On March 10, 2001, the New Orleans Times-Picayune
reported on the celebration of Purim, "Judaism's most raucous holiday,"
in New Orleans. It includes music, dancing, costumes,
and the "rabbinic injunction to drink until one." One rabbi described
Purim as a night of "irreverent reverence." The feast of Purim recalls "the ancient tale of Jewish deliverance that
is the Book of Esther."
On March 10, 2001, the Chicago Sun-Times published an article on James William Coleman's book The New Buddhism: The
Western Transformation of an Ancient Tradition about American-born converts to Buddhism. "Most are baby boomers, almost all are white and all practice meditation" and are trying "to make Buddhism more egalitarian, more feminist and more socially
conscious...Recently critics have suggested that the 'new Buddhism' is subverting
Buddhism itself...Americans seem intent on co-opting and
On March 9, 2001, The Boston Globe reported
on civil-rights lawyer Juliette Kayyem, who is
executive director of a project on counterterrorism and domestic preparedness at
Harvard's Kennedy School of Government. She is
waging what seems "like a one-woman war within
the Justice Department against the use of secret evidence...
Acting on secret
evidence, US officials now seize, detain, and deport foreigners suspected of
terrorist activities." The National Commission on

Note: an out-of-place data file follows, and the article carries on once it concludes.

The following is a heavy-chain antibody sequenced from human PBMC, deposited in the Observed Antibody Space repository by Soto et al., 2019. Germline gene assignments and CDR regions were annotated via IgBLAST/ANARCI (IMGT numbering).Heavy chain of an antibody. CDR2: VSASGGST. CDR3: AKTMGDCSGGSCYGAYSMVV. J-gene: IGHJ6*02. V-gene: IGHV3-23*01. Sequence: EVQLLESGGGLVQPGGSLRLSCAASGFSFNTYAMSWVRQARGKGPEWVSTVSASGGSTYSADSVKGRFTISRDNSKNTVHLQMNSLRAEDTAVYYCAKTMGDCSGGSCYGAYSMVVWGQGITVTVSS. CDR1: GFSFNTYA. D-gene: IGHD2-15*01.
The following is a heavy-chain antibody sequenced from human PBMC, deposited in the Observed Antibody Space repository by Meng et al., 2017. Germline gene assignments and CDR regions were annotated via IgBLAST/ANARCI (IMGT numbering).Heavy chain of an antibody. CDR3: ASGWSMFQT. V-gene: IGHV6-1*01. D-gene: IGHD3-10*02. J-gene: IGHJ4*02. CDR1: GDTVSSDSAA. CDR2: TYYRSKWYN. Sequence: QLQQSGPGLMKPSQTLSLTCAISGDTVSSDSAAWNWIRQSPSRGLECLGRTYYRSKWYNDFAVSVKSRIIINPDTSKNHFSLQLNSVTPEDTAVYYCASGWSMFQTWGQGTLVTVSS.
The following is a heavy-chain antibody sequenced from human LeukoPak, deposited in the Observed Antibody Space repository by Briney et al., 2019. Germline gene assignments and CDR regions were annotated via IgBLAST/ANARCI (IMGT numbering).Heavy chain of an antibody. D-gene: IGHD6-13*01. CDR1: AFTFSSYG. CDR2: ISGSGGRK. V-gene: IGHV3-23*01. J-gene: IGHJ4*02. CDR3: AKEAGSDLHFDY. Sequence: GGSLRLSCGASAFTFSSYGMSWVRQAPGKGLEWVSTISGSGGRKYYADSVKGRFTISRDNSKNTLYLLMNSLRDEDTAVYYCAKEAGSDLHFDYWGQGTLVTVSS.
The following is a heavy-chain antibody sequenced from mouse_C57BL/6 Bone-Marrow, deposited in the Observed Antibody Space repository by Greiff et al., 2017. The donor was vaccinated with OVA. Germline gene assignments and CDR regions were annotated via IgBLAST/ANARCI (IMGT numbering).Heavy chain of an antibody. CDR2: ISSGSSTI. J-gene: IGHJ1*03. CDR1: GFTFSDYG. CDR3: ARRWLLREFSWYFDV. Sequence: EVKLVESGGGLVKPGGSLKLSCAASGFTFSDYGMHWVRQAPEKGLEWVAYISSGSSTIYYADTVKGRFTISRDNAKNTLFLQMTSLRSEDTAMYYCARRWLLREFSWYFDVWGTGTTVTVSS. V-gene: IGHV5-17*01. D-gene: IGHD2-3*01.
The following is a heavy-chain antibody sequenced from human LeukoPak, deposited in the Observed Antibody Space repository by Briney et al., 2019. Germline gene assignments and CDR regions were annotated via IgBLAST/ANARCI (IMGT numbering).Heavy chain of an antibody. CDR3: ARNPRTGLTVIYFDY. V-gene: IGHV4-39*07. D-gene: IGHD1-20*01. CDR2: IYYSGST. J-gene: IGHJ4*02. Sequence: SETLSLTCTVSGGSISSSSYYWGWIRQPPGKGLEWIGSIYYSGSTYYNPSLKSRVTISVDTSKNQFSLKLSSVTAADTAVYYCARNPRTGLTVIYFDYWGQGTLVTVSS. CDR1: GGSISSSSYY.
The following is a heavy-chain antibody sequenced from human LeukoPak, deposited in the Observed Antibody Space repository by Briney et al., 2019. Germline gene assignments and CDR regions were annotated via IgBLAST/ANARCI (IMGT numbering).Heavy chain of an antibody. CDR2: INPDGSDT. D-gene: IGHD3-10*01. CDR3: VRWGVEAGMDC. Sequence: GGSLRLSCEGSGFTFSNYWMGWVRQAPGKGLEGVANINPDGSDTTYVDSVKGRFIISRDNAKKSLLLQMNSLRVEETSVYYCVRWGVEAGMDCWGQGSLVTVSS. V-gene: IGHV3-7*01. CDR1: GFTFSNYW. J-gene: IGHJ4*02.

Terrorism, the congressionally appointed panel she sits
On February 22, 2001, The Record, of Bergen
New Jersey, reported on Muslim attitudes toward
"According to Islamic law...Men and women are
allowed to interact, but they are not supposed
to form friendships unless for the intention of
time comes to marry, it's typical for Muslim
friends to act as matchmakers." The practice
of arranged marriage is a cultural practice, however, and not one that
is founded in Islamic law. Different cultures impose
different kinds of restrictions.
On February 18, 2001, The News Tribune reported on the growing movement of Paganism in many parts of the country. Pagans "follow pre-Christian or pagan teachings...Members say they are drawn to the groups' reverence for the Earth,
the worship of the Goddess and God, and an approach to spirituality
that stresses personal responsibility and empowerment." Pagans still do not feel accepted by others as members of "a real religion...By some estimates, there are at least 200,000 pagans in the United
States," but there are probably more....
On February 5, 2001, the Chicago Sun-Times reported that three employees of the Roman Catholic Archdiocese of Chicago have filed
complaints with the U.S. Equal Employment Opportunity Commission, saying they were discriminated against because they were Hispanic. "Their allegations include verbal harassment, intimidation, unfair working
conditions and denial of resources. The women also filed gender discrimination
charges...The problem has been discussed before...In an Aug. 16, 2000, memorandum...the Rev.
Esequiel Sanchez, director...
On February 4, 2001, the Denver Rocky Mountain News published an article about a new book by James William Coleman, entitled
The New Buddhism, The Western Transformation of an Ancient Tradition, an in-depth look at Buddhism and the path it took to becoming part of mainstream American life. "Coleman traces Buddhism from its ancient roots to American poets Emerson,
Thoreau and Whitman, through the 1950s beat poets, into the LSD experiences of
the 1960s, the boom years of the 1970s, the sexual, financial and alcohol